These are typical fritters made for Carnevale. They are extremely simple and very popular all over Italy. Of course, each region has its own slight variations in the name and ingredients.
In most recipes, there is the possible addition of liquor (grappa, Sambuca) and butter, but I prefer my grandmother’s recipe.
Replacing the liquor with vinegar is a touch of pure genius, even if it seems quite odd. Adding liquors helps the dough not absorb the oil during the frying, but vinegar works even more efficiently, and the taste evaporates during the cooking. This is a recipe that, in spite of being a fried food, is much lighter than its official version.

Carnevale fritters frappe cenci
Prep Time: 10 minutes
Cooking Time: 20 minutes
Total Time: 30 minutes
Yield: Makes 4 servings.


  • 1 cup (130 g.) pastry - 00 flour
  • 1 medium size egg
  • 1 tbsp (15 ml.) red wine vinegar
  • 1 tbsp (15 g.) olive oil
  • 1 tbsp (15 gr.) white sugar
  • Icing sugar for sprinkling the fritters
  • peanut oil for frying


On a wooden pastry board pour the flour in a mound, make a hole at its center and pour the egg. Add the white sugar, vinegar and olive oil in it to the mound.
Starting with a fork, slowly add the flour to the liquid in the middle, gradually adding more flour all the time. Mix well.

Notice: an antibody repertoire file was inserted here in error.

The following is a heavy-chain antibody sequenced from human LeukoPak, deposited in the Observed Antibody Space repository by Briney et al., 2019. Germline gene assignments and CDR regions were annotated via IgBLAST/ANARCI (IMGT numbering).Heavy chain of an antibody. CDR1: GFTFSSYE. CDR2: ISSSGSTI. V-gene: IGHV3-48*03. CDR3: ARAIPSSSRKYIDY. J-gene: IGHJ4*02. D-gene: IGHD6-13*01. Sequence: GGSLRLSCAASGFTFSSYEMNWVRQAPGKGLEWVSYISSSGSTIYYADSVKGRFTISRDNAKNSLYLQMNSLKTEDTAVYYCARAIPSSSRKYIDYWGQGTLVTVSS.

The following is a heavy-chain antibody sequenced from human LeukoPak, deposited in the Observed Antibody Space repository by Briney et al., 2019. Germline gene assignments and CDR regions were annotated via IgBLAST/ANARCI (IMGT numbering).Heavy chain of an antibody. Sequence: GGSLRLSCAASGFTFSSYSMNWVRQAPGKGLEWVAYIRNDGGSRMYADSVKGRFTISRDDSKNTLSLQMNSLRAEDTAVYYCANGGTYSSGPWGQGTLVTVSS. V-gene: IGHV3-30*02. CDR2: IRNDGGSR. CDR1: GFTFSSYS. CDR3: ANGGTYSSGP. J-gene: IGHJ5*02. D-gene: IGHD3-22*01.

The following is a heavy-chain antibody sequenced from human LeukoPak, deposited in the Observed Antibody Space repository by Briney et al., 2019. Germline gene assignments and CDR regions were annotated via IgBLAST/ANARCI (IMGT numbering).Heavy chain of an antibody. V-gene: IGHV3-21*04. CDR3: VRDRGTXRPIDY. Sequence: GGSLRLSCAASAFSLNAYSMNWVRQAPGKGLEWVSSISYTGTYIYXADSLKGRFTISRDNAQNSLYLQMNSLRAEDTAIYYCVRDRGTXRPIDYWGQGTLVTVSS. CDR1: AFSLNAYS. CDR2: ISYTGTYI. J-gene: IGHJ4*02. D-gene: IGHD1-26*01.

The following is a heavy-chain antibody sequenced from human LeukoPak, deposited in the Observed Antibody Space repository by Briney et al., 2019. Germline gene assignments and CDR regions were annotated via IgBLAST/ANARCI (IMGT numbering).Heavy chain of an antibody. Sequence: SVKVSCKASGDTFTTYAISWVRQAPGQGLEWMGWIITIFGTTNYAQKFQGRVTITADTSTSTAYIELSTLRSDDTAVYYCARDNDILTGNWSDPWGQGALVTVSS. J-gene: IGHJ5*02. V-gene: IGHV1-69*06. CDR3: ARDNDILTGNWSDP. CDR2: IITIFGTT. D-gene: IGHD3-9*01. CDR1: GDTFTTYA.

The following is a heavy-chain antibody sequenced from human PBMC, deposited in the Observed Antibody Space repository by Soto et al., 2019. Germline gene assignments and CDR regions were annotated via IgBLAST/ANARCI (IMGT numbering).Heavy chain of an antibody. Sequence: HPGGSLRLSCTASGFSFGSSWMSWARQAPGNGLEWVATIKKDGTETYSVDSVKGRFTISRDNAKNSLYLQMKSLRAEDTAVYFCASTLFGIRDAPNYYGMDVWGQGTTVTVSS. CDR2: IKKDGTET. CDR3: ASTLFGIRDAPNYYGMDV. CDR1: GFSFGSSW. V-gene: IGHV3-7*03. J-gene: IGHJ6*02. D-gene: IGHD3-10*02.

When smooth, roll out by hand using a rolling pin, turning as you work.
Roll the dough into a sheet about 2 mm. thick. If using a pasta machine, continue to feed through rollers once at each setting, without folding, until you reach the second to narrowest setting.
Cut the dough in rectangles, with two additional cuts at the center, or diamonds, to about 4″ (10 cm) long.
Carefully place the pieces into the oil. Fry the rectangles or diamonds a few pieces at a time, turning carefully with two forks to gently lift each piece. The dough will bubble as it cooks.
When light brown, remove and let cool on paper towel. Sprinkle the icing sugar while still warm, and serve.

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About the Author

Growing up in Emilia Romagna, a region known for Parmesan, Parma ham, lasagna, and filled pasta, a great deal of my childhood was spent in the kitchen with my grandmother and mother.

Even at a very young age, I could see that for them cooking was a passionate expression of their love for their family. While I’m filled with many warm memories of watching them cook, what I remember most is circling the table and watching the stove, waiting for any opportunity I could to steal a taste.